Margie Kieper could have stayed in Minnesota with her good job and settled life, but a professor at FIU upset that serenity with one question: "Would you like to be a student of mine?" Her answer led to a $90,000 FIU Presidential Fellowship, and since 2012 she has been pursuing her passion to research hurricanes at the highest levels possible.
Keiper graduated from MIT in 1979, and more than three decades later she is pursuing her Ph.D. in Geosciences. After Hurricane Katrina in 2005, she increased her research and writing about tropical cyclones, and she discovered a new method for forecasting how they grow. Her continued research may allow for better predictions of the behavior of monster storms.
- Home state: Minnesota
- Current Pursuit: Ph.D. in Geosciences
How has the transition from Minnesota to Miami been?
When I came to FIU to pursue studies in tropical meteorology, it was a huge career change for me. I'm older than the average grad student by quite a few years, so to me, I'm just happy to be doing the research. Before this, I had a 40-hour a week job that was frequently 60 hours a week, and I was doing my research in addition to that. So, for me to just be able to do the research and focus on that is a luxury.
Tell us about your research.
I became interested in the study of tropical cyclones in the summer of 2005. After Hurricane Katrina, I wrote a series for Weather Underground on the surge, which encompassed hundreds of miles of the northern Gulf Coast. In 2008, I discovered a method for forecasting rapid intensification of tropical cyclones, which is an increase in the intensity of the tropical cyclone of 30 knots or more over a period of 24 hours. The method I discovered is based on observational microwave imagery. Currently, the existing guidance for forecasting rapid intensification relies primarily on environmental factors. I combined that with the level of organization of the tropical cyclone focusing on the internal structure of the core. My thesis work will be on detailing the life cycle of the tropical cyclone based on patterns of precipitation and deep convection as depicted with the microwave imagery.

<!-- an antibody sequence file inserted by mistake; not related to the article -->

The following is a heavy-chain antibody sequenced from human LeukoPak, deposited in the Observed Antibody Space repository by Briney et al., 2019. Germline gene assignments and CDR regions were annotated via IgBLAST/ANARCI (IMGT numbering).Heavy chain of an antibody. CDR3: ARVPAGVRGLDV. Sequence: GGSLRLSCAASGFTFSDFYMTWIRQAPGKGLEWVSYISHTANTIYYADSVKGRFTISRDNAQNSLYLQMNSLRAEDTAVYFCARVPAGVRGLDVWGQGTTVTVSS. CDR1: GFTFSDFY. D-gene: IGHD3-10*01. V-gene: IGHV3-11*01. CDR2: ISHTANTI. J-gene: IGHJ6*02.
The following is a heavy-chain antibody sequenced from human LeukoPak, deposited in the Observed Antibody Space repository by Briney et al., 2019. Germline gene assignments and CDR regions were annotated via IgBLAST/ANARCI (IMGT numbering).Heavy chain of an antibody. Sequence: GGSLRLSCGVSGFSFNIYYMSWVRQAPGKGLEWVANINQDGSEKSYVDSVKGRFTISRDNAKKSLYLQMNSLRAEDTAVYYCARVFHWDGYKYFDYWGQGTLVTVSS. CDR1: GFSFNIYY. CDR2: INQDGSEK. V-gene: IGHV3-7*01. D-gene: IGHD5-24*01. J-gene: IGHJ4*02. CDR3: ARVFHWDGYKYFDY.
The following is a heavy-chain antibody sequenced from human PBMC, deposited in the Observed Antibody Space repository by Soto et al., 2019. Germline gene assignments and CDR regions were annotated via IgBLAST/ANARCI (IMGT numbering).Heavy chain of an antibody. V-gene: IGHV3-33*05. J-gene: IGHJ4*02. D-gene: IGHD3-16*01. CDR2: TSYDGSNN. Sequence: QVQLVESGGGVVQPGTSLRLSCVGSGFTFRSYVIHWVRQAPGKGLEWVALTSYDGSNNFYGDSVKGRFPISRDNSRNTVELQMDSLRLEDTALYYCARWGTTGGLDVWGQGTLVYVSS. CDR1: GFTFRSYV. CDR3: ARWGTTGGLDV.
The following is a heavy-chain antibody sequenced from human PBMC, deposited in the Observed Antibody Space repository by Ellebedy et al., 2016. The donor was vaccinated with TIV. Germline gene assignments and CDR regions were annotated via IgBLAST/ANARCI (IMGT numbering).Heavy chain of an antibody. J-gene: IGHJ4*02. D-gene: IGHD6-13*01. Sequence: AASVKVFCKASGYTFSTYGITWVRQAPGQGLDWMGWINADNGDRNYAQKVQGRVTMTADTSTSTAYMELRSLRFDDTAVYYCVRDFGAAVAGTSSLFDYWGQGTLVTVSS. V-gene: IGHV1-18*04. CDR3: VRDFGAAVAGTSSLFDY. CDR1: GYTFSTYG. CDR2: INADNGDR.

What were you doing before FIU?
I gave up a job and got rid of 75 percent of my belongings just to come down here. I'm thrilled that I have the opportunity to be here. Before this, I was paying my way to go to conferences. In 2010 I was presenting at a hurricane conference, and Hugh Willoughby walked up to me and said, "Would you like to be a student of mine?", and I said, "Of course. Of course." To work with Dr. Willoughby, anyone would want to. At the time I thought, well, I have a wonderful job. But I realized I had to leave it and take the plunge and go to FIU.
What about FIU attracted you most?
There are a number of research facilities at FIU. There's also a big community of meteorologists here, and not very many in Minnesota. I came to FIU to work with professors Hugh Willoughby and Haiyan Jiang, and because the National Hurricane Center is located here on FIU's campus
We have funding for a test bed project to automate my rapid intensification method at the Hurricane Center. This year I also published a paper with Dr. Jiang on the method titled "Predicting Tropical Cyclone Rapid Intensification using the 37 GHz Ring pattern identified from passive microwave measurements."
What does the presidential Fellowship mean to you?
I'm the first Presidential fellow in the Earth and Environment Department, so I want to do really well, set the bar really high, and make it easier in the future to achieve further fellowships.
When I came here, I knew what I wanted to do. Dr. Jiang and I were already working on it before and this allowed us to continue to work together, so it was great. I also hope to have several papers in the next year. I'm really happy I have the opportunity to do a lot of research at FIU.
What are your plans moving forward?
I want to get the Ph.D. and I want to keep working on research. If a post doc comes up, I'll take it. If a research opportunity comes up here locally, I'll do it. That's what I want to be doing. Remember, it's never really too late to discover your passion.
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